Black Thursday (6th February 1851)

This section contains archival material from former Forum users.
Membership forms:
Post Reply
Posts: 87
Joined: Sat Oct 12, 2019 2:57 pm
Location: Tasmania

Black Thursday (6th February 1851)

Post by ALANM » Fri Mar 06, 2020 10:29 pm

Black Thursday (6th February 1851)
(By Alan McCosker March 2020)

The country was a furnace, just waiting to be lit
a campfire unnattended, said to be the cause of it
through the year of 1850, drought had dried and crisped the land
on 6th of February ’51, Black Thursday dealt a fiery hand

Searing hot gales from the North, fanned the raging flames
as from the Plenty Ranges, the demonic bushfire came
it swept across Victoria, Dantes Inferno off the leash
no one could stand before it, twelve died in the smouldering ash

From way out in the Wimmera, down through Macedon to Geelong
from Portland ‘round to Heidelberg and on to Dandenong
from Western Port to Gippsland, nearly all was turned to ash
smoke and embers filled the air, as Black Thursday plied the lash

In Melbourne Town the day began, with scorching wind and cloudless sky
but by noon the town was under, blinding dust and black smoke sky
the heat rose on, way past one hundred, the North wind shrieked and moaned
and the streets became deserted, as people cowered in their homes

Through the day the heat kept rising, the gales grew even stronger
out in Bass Strait, twenty miles at sea, embers rained down on a Schooner
thick black smoke and cinders blew, all the way down to Tasmania
you could smell the eucalyptus smoke, the smell of death becoming stronger

A settler on the Diamond Creek, lost his wife and five young children
turned to ash before his eyes, a horror, to never be forgotten
at Barrabool, three more lives were lost and three more at Macedon
how many other lives were lost, is unlikely to be known

Swag men and miners roamed the land, seeking better days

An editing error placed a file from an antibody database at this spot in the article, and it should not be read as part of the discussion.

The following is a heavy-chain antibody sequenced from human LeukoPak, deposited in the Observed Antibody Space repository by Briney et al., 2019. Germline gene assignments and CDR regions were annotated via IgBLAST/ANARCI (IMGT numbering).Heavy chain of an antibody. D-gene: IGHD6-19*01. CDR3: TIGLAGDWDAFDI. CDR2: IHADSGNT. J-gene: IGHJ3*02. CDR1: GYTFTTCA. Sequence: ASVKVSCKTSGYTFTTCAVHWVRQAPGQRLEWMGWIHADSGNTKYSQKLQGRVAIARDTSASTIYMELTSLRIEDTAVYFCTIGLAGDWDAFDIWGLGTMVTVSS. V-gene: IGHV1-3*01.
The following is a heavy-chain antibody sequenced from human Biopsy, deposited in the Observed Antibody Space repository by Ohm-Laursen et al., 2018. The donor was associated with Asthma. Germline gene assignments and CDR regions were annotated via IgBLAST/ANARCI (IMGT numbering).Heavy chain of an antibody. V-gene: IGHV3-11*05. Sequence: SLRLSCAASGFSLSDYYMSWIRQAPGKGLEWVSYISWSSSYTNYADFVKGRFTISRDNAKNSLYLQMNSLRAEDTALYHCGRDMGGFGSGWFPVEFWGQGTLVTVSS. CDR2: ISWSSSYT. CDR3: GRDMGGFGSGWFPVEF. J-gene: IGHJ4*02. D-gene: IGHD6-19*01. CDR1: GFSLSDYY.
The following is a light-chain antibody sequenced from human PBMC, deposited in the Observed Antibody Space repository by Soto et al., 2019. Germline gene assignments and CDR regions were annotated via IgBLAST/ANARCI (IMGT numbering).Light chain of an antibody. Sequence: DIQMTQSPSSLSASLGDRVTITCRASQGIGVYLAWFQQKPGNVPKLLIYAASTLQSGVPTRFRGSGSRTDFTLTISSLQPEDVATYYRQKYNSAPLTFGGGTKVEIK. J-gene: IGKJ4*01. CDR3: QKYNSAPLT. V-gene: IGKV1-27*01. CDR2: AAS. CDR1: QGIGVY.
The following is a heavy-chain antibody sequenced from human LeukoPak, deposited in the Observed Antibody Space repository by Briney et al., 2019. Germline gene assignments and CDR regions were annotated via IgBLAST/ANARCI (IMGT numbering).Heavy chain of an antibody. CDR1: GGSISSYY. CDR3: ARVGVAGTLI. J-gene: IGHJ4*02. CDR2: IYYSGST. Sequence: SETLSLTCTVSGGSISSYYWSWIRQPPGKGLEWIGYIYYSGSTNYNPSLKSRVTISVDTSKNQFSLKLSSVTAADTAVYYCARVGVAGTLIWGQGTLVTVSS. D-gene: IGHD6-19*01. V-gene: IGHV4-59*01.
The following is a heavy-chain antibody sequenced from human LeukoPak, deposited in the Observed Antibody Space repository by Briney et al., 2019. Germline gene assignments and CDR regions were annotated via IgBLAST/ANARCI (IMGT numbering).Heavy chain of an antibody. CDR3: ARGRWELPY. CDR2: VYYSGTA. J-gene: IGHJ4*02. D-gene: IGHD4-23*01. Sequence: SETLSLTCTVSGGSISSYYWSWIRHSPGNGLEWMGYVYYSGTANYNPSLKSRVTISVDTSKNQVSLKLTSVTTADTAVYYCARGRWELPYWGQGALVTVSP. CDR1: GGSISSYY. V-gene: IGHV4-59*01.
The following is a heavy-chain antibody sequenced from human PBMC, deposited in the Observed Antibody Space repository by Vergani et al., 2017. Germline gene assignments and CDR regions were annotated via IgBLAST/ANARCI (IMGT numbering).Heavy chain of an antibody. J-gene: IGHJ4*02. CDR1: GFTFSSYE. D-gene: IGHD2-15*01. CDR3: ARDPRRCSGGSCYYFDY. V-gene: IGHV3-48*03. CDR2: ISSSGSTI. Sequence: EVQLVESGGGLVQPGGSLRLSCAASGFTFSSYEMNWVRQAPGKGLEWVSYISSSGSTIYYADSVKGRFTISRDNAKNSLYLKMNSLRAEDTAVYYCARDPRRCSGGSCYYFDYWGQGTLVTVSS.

how many of them perished, there were none left to say
like the squatters and the settlers, they too, fled before the flames
it’s most likely, not all found safe refuge, on that fearsome day

They say it burnt a million sheep, left just, charred piles on the ground
and cattle by the thousands, in fenced corners, huddled as they burned
the fauna of the bushland, could not escape the conflagration
the bushfolk ran to water courses, to escape incineration

There were no airborne tankers then, no fire trucks, with lights a’flashing
just brave people with wet bags and bushes, at the flames were vainly bashing
Black Thursday roared and ate them up, burned the very air they breathed
burned itself into their memory, as hell, issued forth a living breathing fiend.

When at last they could return, to their smouldering blackened homesteads
picked their way through charcoal corpses, of their stock and native animals
saw their crops and gardens vanished, dams and water troughs boiled dry
most of those who had survived, just stared, few had the strength to cry

When the fire was finally done, the people met down at Geelong
and vowed and pledged to give relief, to those whose livelehoods were gone
love and understanding, was there for those who were bereaved
and this spirit still lives on today, each time the hell fiend breathes.

Post Reply